What’s your back up plan?

Blogs Lucas Deal June 15, 2013

Not every year is a record-setter.

Like any industry, the heavy-duty aftermarket is vulnerable to the natural ebb and flow of business. Sales can be great one month and rotten the next; sometimes without explanation.

A benchmark of a strong business is being able to withstand those valleys when they come and remain stable until the market turns up again.

Distributors do this any number of ways.

Utilizing lean business practices and tightening your finances during times of crisis is a common way to stay afloat, and for good reason. A business that expertly survives an economic downturn is usually the first to grow when the economy turns around.

But saving every nickel you can isn’t the only way to handle sales lulls. The saying goes “You’ve got to spend money to make money,” and sometimes that’s a great long-term option.

One way to do that is through specialization.

If you’ve never considered specialization in your business, I’d advise you to look into it.

Specialization can be a great opportunity for aftermarket businesses because it allows you to find something you’re good at it and make that a focal point in your operation.

A good specialist provides a comprehensive list of components, services and guidance.

Specialization also allows you to pinpoint your strengths and capitalize on them. It makes you a value-added distributor, and customers are attracted to businesses that can provide multiple products and services.

This month’s cover story features six aftermarket distributors that have found success with specialization.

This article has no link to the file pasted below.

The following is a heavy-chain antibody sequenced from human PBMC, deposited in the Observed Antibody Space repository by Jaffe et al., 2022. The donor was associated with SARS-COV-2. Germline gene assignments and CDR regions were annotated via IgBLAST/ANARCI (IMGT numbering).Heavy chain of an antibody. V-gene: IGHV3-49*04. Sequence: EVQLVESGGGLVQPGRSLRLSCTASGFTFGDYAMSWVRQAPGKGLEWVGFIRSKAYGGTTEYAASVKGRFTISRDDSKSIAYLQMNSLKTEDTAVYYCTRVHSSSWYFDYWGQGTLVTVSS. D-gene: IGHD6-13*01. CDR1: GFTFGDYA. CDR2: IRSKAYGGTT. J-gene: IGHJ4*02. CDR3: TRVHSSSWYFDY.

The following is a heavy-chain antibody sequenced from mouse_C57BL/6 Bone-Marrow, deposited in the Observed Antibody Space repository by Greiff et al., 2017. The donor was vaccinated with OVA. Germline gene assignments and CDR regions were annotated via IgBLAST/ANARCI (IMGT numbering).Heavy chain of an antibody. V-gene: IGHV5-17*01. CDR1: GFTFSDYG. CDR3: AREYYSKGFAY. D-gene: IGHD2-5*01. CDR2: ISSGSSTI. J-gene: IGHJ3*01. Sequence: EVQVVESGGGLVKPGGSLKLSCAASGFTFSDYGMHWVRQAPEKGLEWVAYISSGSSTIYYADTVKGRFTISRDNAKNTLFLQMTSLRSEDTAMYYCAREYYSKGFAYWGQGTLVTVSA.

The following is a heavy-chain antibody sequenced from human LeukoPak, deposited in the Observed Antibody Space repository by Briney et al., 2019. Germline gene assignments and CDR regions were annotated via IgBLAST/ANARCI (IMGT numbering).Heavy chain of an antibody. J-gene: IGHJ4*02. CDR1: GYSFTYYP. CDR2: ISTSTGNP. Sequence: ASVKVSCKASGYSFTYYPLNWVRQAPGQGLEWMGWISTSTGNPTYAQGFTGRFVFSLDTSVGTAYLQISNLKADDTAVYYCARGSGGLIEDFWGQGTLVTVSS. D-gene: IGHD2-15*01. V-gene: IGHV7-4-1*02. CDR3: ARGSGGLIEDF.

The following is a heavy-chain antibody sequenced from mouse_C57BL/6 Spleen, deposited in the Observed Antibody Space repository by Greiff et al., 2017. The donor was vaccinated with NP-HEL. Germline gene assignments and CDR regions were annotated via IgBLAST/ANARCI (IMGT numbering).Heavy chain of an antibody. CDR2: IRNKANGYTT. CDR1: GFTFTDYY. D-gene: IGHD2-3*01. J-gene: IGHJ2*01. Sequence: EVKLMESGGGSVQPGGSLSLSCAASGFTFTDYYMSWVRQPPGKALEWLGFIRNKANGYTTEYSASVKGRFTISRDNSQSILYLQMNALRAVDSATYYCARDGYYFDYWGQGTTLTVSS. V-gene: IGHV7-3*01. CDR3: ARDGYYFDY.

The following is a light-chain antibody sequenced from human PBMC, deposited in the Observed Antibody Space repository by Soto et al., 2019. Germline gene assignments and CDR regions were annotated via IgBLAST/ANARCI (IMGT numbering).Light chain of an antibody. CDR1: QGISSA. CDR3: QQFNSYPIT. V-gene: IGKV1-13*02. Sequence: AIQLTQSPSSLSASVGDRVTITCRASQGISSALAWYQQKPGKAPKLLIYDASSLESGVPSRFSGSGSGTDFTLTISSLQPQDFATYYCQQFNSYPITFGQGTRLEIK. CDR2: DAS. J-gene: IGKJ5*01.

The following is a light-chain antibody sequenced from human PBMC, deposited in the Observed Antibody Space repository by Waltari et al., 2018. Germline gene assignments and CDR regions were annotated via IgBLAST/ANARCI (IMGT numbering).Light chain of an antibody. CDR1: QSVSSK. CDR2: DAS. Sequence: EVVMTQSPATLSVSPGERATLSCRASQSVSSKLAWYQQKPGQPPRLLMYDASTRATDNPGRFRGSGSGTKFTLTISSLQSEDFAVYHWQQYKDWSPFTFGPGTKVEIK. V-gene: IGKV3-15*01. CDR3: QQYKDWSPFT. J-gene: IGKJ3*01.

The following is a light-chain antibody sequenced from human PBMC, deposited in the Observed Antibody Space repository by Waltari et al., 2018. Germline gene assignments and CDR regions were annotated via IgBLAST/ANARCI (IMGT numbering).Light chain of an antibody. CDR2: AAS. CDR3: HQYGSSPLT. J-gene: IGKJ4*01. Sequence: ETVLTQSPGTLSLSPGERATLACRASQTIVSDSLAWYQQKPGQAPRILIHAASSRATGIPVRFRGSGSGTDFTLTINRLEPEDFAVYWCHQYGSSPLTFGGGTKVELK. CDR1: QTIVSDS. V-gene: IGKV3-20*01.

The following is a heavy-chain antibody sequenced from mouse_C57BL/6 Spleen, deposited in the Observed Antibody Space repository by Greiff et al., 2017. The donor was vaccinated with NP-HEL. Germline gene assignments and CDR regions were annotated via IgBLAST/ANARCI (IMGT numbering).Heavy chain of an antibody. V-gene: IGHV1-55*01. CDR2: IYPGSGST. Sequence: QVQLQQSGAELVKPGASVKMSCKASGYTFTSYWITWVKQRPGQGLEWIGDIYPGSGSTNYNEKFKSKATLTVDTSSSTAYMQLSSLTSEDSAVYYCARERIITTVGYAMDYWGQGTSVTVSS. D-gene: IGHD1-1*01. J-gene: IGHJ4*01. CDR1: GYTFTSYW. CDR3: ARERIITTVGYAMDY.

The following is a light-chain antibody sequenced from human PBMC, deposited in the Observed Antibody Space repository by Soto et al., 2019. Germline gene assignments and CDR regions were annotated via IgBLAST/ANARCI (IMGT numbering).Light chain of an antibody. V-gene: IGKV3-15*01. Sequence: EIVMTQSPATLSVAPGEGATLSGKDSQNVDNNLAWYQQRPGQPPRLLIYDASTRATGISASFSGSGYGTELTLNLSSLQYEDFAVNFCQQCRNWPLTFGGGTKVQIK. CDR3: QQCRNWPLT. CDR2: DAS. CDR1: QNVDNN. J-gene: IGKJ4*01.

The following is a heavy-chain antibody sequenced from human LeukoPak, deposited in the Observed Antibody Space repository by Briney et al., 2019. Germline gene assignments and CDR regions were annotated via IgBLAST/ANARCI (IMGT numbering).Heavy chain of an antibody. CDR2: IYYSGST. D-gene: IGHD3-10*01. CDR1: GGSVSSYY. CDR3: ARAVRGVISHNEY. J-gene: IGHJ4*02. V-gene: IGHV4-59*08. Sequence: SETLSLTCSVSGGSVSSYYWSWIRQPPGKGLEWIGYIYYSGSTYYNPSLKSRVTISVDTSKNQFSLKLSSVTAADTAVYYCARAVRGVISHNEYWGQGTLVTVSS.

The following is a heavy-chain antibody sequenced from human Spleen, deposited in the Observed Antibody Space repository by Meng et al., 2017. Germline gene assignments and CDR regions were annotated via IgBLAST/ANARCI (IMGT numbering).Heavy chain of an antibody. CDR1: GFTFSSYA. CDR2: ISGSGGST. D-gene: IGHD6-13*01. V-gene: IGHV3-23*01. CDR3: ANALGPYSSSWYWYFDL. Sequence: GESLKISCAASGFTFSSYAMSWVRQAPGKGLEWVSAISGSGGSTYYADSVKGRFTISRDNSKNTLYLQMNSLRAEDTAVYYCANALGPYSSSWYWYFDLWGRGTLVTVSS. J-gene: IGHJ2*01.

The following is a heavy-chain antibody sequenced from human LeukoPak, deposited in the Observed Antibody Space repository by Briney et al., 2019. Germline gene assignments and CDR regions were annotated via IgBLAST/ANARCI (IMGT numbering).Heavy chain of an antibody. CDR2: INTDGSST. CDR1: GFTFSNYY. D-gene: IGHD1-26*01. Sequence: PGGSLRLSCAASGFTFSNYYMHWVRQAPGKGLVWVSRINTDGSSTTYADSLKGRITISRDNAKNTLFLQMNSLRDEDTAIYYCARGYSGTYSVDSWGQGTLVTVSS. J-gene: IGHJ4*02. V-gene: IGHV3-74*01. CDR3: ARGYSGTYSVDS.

While some of the businesses have been operating as specialists for several decades, a few are new to the idea and just starting to reap its benefits. Each business has added specialization to its operation in different areas, and some have been so successful as specialists they’ve expanded their expertise into other areas.

That’s one of greatest aspects of specialization: you can do it with any part of your organization.

For example, say one of your locations is thriving selling trailer components and is becoming a go-to distributor for one of your largest fleet customers. Your success with this customer allows you to slowly expand your product offering, and doing that expands your sales with that customer and your remaining customer base.

Then, during a conversation with that fleet manager, you’re informed the fleet has expanded its business with your location because of changes its previous distributor made to its rates and product offering. It needs a full-time distributor and wants to know if you’re up to the challenge.

This is the exact scenario that makes specialization so enticing — it doesn’t just provide a chance to increase sales, it also provides the opportunity to increase sales relationships.

It allows you to target a soft spot in the market and create a niche.

When sales are down, having a niche can come in handy.

There are some components customers will get anywhere. Every distributor or service provider has them and they are all offered the same way.

But if you have a niche — if there’s one thing you provide better than everyone else — customers will show you loyalty. Customers like having an expert to call.

Ultimately, that’s what specialization is all about. It’s about creating a consistent aspect of your business in an inconsistent market.

It’s about investing in your business and creating a cash flow you can rely on.

Tightening the belt when things get tough can be a good short-term solution, but it can only be done so many times. Eventually you’ve got to fight back.

Besides, if your only response to business struggles is to make small cuts, you’re eventually going to create a pretty large hole.

Lucas Deal is the editor of Truck Parts & Service and Successful Dealer. He can be reached at lucasdeal@randallreilly.com.

You can follow me on twitter at @lddeal85